The amount of true intrusion of the maxillary incisors assessed by the distance between the Cr and the PP was found to be statistically significant favoring miniscrews. In this context, Deguchi and colleagues4 explained that miniscrews produce more true intrusion as the force is applied closer to the center of resistance, and this might be attributed to the location of the inserted miniscrews as well as the direction and magnitude of the intrusion forces, since light-controlled forces result in more efficient intrusion. This hypothesis was further tested in this review, as the exploratory subgroup analyses denoted more genuine incisor intrusion when the miniscrews were placed bilaterally between the maxillary central and lateral incisors.
It was not surprising that the pooled results showed less extrusive effects on the maxillary molars in the miniscrew group. This proved that the modes of action of the two intrusive mechanics were dissimilar. The mode of action of miniscrews mainly targeted dentoalveolar effects on the incisors, while the mode of action of the intrusion arches involved both intruding the incisors and extruding the posterior molars.26,27 In a clinical situation, a combination of dentoalveolar effects on both the molars and the incisors could be beneficial in young subjects without excessive gingival show. However, in adult subjects with gummy smiles, miniscrews might be a more appropriate method of nonsurgical deep-bite correction. However, transpalatal arches were recommended to minimize the plausible extrusive effects on the maxillary molars.28
In addition, two studies18,21 reported on changes in root length. Both studies reported an average linear loss of root length of about 1 mm. The pooled results did not indicate a statistically significant difference between the miniscrew and intrusion arch groups. These results presented the expected values of root length loss during a 4-month period18 and up until the end of the intrusion phase.21 Thus, these results should be interpreted with caution, as the progression of these adverse root length changes through a full course of orthodontic treatment involving the intrusion of the maxillary incisors is yet unknown. Intruded teeth showed no signs of loss of tooth vitality. As a consequence, loss of tooth vitality did not seem to be related to the method of intrusion but may be more directly associated with the force magnitude, as uncontrolled forces may be the main reason in occluding the capillary blood flow. Taking this into account, it is emphasized that potential anatomical restrictions restrict the use of miniplates in the anterior maxillary region,29 thus promoting miniscrews as the primary source of skeletal anchorage for intruding the maxillary incisors.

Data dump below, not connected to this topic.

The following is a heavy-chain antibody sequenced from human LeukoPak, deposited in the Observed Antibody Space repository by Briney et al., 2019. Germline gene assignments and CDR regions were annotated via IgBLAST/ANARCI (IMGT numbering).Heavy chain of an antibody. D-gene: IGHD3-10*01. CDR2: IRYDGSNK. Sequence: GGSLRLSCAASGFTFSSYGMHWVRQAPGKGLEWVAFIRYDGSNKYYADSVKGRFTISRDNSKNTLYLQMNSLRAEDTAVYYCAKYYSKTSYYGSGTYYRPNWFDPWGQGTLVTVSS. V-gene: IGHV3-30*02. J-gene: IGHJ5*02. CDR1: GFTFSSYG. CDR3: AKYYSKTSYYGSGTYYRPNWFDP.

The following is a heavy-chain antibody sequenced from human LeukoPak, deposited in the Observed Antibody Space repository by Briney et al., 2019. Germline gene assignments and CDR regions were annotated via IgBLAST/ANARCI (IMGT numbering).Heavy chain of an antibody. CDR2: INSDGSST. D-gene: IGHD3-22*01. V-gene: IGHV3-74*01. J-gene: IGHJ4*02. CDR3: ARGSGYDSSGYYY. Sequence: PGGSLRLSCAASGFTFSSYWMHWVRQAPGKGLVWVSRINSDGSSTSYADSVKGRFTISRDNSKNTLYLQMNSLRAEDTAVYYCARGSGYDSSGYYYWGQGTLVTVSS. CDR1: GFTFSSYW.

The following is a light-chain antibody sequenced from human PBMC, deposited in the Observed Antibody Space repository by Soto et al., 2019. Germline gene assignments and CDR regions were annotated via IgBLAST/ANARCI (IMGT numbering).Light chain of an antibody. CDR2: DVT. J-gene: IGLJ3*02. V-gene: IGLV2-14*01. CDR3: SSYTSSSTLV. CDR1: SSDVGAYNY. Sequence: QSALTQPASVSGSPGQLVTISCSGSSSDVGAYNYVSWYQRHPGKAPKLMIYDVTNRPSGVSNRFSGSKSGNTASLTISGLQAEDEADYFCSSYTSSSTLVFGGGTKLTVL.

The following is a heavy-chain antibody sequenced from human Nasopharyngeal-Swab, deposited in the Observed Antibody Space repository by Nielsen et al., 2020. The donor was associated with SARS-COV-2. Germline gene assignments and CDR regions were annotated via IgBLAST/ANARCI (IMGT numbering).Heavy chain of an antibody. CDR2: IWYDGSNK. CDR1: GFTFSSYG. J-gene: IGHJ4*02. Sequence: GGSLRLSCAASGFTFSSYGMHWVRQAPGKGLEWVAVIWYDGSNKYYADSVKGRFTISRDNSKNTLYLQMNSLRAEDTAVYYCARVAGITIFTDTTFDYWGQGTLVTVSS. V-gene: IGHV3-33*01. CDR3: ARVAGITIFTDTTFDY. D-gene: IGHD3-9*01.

Only one small RCT compared miniscrew anchorage to the J-HG.19 According to that trial, miniscrews resulted in a favorable effect on deep-bite reduction when compared with the J-HG. Those results were not in agreement with a prospective nonrandomized trial that concluded that there were no significant differences between the two intrusion methods.4 This might be explained by differences in the magnitude and direction of forces between those two studies. In addition, no significant differences were noted between both groups with regard to the amount of extrusive effects on the maxillary molars, which could possibly be attributed to the lack of study power and methods of J-HG adjustment.
Recommendations for Future Research
Future RCTs should be powered to detect differences between the intervention groups through a priori sample size calculation. Authors are encouraged to comprehensively report on all possible outcomes and associated side effects. Prospective RCTs should be designed to address the full course of orthodontic treatment and to include a follow-up period to determine the stability of overbite correction. Future reviews are encouraged to explore intrusion effects on the mandibular incisors and to focus on the possible inclination changes in the maxillary incisors, as well as the possible effects of extruding the molars on vertical skeletal dimensions. Also, it would be important to assess whether a relationship exists between overbite reduction and molar extrusion, as well as to determine whether the amount of overjet reduction and overall length of treatment correlate with the amount of root length change recorded.
Strengths and Limitations
This review attempted to analyze systematically the contemporary literature regarding a clinically relevant topic in orthodontic practice. Wide and unrestricted searches for all eligible studies were undertaken with comprehensive qualitative and quantitative reporting on the review outcomes. It is acknowledged that there were methodological shortcomings observed within the RCTs included. In turn, this reduced the level of confidence in the conclusions and resulted in an overall very low to low quality of evidence, clouding the conclusions with a degree of uncertainty. Thus, definitive recommendations for clinical practice could not be provided. In addition, patient-reported outcomes could not be addressed, since the included studies did not adequately explore this area. Results related to the long-term stability of deep-bite correction and expected root resorption throughout a full course of treatment were not investigated in the included studies.
Very low to low quality of evidence indicated that miniscrews were more effective in intruding the maxillary incisors and correcting deep bites.
The effectiveness of miniscrews in correcting deep bites seems to be associated with a greater degree of genuine maxillary incisor intrusion and less extrusive effects on the maxillary molars.
Regardless of the intrusive mechanics used, the maxillary incisors seem to exhibit some degree of root resorption during their intrusion phase.
Future long-term and well-designed RCTs are still required to elaborate on this important clinical subject.